They did get it right with Ruth's hairdo, however - my Ma was called Ruth and she had her hair done like that.  I remember those funny hair-clips, which were still in Ma's dressing-table drawer years after the war ended. Yes, they should by this stage have talked about the POWs who worked on farms.  It was mostly Germans who worked for us - the food they brought to work from their camp canteens was really awful, so my Ma and Aunt would give them whatever extra stuff was available from our own kitchen.   I can clearly remember two of them - one was called Walter and the other's name was Hans.  They were probably in their late 30s and - according to my Pa's reminiscences in later years - were thoroughly nice chaps who didn't seem at all "pro Nazi", as were the younger men.  They made toys and little presents for us - I remember one wooden toy which looked like a table tennis bat. Perched on the flat round surface were little carved & painted chickens which  nodded/pecked when you moved the bat in a sort of horizontal/gyratory fashion - the chickens's heads were connected by fine string to a weight beneath the bat.  Walter made a lovely wooden jewellery box for my Aunt - I still have that, and it still has the dedication/inscription  (inc. photo of a rather handsome man in uniform) inside the lid.

  • PalaisglidePalaisglide Posts: 3,414

    Hello Ma, I was prepared to give them the benefit of working from old documents, they are now well off what it was really like. As you said when I saw the pitchforks I nealy yelled, "not for kids" where is H&S when you need it.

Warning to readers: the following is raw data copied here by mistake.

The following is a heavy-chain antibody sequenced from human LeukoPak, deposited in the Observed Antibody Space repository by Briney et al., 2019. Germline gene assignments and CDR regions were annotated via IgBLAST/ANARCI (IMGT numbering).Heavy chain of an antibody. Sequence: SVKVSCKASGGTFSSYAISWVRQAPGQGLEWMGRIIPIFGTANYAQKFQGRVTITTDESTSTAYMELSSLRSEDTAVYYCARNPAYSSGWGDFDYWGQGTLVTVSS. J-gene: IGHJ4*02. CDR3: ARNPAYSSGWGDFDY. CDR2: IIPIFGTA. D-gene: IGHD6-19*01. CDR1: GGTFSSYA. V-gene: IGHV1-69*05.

Labour shortage? when the farmers wanted some help the word went round like wild fire and the village turned out, grandma's to children would be stooking or raking, the men would be stacking and thatching the ricks we knew the ropes so needed no telling and always the impromptu party after it was done.
    Ask people when we won the first land battle and they say Alamein Oct 1942, wrong it was the recapture of Abyssinia (Ethiopia) in late 1940 early 41, all us kids knew about it as troops pushed down from the Sudan and up from what is now Kenya but was East Africa and many of those Italians ended up within a mile of us and working for us quite happily too.
    They moved to Canada and we got Germans, I think they were graded from Nazi down and our lot were the lowest risk. They too marched down the road under their own NCO's with the Soldier on his bike bringing up the rear, rifle across his shoulders, they broke off in groups into the market gardens farms and many other jobs, a couple worked in the Blacksmiths on the Green, one married the Daughter and stayed.
    My friends Dad had a coal business and he had four Germans for bagging the coal and helping, they came up from the rail staithes at lunch time and ate with the family and me, with mother and dad on war work I spent a lot of time in his home.